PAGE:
How do you cut your Pizza?🍕

*This lesson is based on an activity I tried out in my Intermediate Mathematics course at uOttawa.

Slightly adapting it and integrating some technology in the process, I introduced it to my MFM2P students during practicum via Pear Deck, an interactive presentation tool, here. It was my choice of tech for this lesson because it had all the features I needed to set-up the activity with the students and collaboratively showcase our understanding of the actual task before working on it smaller groups. With features such as adding images, text/number responses, drawing/sketching, and the anonymous grid display of answers, I was able to breakdown the activity and gather that diagnostic assessment all through whole-group discussions based on student responses.

First, I displayed this image:mfm2p_pizza_problemThen asked:pizza-problem

We focused our discussion on,”Not equal slices” and “The way it’s cut.”  Both pizzas used only 3-straight cuts, but the one on the left gave us 6 pieces, and the one on the right gave us 7. Why would you cut it differently? My idea here was to provide some meaning as to why we’re about to cut our pizza in such a way …perhaps it depends on whether we’re interested in producing equal size pieces vs. maximum number of pieces.

Next, we introduced 4-straight cuts. Using Pear Deck’s student response and answer display features, we estimated the maximum number of pieces possible, showcased all responses, and consolidated by having a student volunteer to come-up to the board to present his answer —11 pieces.
In my opinion, I found Pear Deck to be extremely complementary to the introduction of this activity before breaking it down to working in groups via hands-on:

  1. It allowed for students’ initial engagement with the task to be on an individual level, yet in a collaborative environment where they can see each other’s anonymous responses and formulate whole-class discussions around their understanding.
  2. In a sense, it also allowed for differentiation because it created a safe learning space for students to engage with the task—even if unsure of their response—followed by the opportunity to self-assess/reflect by gathering feedback from peer responses and class discussions.
  3. Provided for better time-management through the collective presentation of student responses as opposed to directly introducing it through hands-on experimentation and travelling from group to group to gather diagnostic assessment.

The hands-on portion for this activity was introduced through the main challenge, which was now to find the maximum number of pieces possible using 20-straight cuts. Again, we estimated some numbers together, then they worked on it in random groups of two using the materials provided. Some students took to it and wanted to sketch it out on their boards, even though it wasn’t an easy sketch to draw —kind of left me wondering if this request was a reflection on their preference and level of comfort in working on Vertical Non-Permanent Surfaces (VNPS).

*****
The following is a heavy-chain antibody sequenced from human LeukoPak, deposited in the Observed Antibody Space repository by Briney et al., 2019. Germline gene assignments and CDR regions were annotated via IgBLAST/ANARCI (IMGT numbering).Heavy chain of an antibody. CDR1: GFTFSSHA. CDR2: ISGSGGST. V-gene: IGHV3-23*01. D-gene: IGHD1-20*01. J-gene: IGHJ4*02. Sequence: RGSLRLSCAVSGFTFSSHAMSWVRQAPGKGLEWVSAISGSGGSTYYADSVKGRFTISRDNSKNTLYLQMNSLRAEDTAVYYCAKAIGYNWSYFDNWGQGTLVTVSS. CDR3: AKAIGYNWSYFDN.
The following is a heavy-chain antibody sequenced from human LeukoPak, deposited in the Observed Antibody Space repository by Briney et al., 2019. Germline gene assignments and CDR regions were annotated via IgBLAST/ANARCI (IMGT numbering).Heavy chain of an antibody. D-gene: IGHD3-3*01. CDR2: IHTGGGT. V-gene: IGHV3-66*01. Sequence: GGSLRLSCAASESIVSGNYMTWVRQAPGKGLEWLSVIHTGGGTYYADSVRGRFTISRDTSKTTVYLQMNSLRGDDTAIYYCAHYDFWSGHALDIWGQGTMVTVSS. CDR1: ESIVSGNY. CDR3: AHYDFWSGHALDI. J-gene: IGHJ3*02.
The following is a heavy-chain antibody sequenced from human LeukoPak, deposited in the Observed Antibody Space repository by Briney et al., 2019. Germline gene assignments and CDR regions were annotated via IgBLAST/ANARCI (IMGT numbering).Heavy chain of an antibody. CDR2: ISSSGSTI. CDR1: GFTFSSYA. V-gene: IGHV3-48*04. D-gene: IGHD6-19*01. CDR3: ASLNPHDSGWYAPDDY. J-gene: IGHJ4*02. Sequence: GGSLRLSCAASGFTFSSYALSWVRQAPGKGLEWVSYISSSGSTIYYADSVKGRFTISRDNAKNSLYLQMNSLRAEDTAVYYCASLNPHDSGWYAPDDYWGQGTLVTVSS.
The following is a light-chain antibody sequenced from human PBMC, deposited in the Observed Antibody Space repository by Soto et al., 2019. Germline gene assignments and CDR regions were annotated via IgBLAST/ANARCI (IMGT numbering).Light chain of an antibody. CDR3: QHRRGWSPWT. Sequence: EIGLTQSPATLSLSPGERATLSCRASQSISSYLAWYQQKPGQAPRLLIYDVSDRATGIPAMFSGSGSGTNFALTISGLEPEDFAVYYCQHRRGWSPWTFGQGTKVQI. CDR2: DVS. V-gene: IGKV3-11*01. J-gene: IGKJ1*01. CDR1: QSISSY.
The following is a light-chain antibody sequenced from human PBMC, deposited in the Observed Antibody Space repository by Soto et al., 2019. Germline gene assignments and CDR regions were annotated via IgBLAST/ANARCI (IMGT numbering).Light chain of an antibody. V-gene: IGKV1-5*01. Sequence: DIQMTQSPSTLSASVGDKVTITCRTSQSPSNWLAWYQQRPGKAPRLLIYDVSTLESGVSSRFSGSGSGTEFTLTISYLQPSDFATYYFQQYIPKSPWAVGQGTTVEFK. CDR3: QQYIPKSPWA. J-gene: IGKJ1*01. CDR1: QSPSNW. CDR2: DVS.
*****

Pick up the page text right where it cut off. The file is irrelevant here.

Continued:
With each answer they came up with for maximum number of pieces, there was still room to find more. Only one group started collecting their data using a table of values, and so we directed our discussion towards this idea and discussed a possible next step —noticing a pattern in the data collected. Once we identified the constant second difference and the quadratic relation, Desmos Graphing Calculator  was the math tool of choice to finally help us solve this question —211 pieces!


Overall, the students seemed really interested and engaged in the task, however, I think I could have definitely consolidated it better. I dedicated a bit more time than needed before stepping in to provide some support during productive struggle and thus had less time than originally planned to spend on interpreting the actual graph we produced. My plan was to use Pear Deck’s drawing features to collectively gather and discuss student responses by labelling some points on the graph together.
Looking back on it now, however, I think a better choice would have been to design the graphing and answering portion of this lesson using Desmos Activity Builder and possibly introducing it as a consolidation activity for the following day. Not rushing consolidation is just as important as providing the necessary time for productive struggle.

My preference in using Pear Deck was mainly for what it’s actually designed for —an interactive presentation for my activity; however, when it comes to solving and graphing, Desmos is the right tool for that task. I need to see precise responses for better assessment and feedback, while allowing students the ease in answering —given the different features offered by Desmos as the interface design is math directed.


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